Super-rich find solace in treasure
Collectables such as fine art, jewellery and antiques are an important component of wealth and globally have risen to almost 10% of the total in recent years.
A Barclays report, “Wealth insights: Exploring the motivations behind treasure trends”, found that a third of global respondents reported that they had increased the number of treasure types they held over the past five years.
Overall, respondents from the United Arab Emirates topped the list, holding 18% of their wealth in treasure, followed by those from Saudi Arabia and China at 17%. South Africans held 11% of their wealth in treasure. The data showed women generally own slightly more treasure, about 11% of their net worth, compared with 9% for men.
Greg Davies, head of behavioural finance at the wealth and investment management division of Barclays, said the growing focus on treasure is an example of a “familiarity bias” that has become more pronounced since the financial crisis: individuals focus on investments that they feel they understand.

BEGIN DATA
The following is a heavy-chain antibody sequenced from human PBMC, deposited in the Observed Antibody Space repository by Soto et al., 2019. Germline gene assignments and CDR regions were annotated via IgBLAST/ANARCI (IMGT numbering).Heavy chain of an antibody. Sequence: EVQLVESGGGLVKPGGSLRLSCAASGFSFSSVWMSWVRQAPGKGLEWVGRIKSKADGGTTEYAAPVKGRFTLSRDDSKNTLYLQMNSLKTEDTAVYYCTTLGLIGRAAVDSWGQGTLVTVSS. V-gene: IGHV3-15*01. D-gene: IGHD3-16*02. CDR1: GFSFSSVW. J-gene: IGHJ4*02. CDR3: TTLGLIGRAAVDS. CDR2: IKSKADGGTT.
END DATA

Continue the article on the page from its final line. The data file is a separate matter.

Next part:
But the report noted evidence that treasure assets are correlated with broader financial markets. “When the financial crisis first struck in 2008 the prices of many collectibles dropped significantly. Then, as financial markets recovered in 2010, the art market also rebounded,” it said.
The research found that respondents from economies that have more volatile or less developed financial markets and high per capita incomes generally tend to hold higher proportions of treasure in their portfolio.
In emerging and developed economies precious jewellery is the most popular choice. In South Africa, 70% of respondents own precious jewellery, but India tops the list at 98%. This category is followed at some distance by fine art and antiques.
The research also found the motivations for holding treasure assets are not purely financial. Globally, only 19% of treasure assets are owned by wealthy individuals for financial reasons.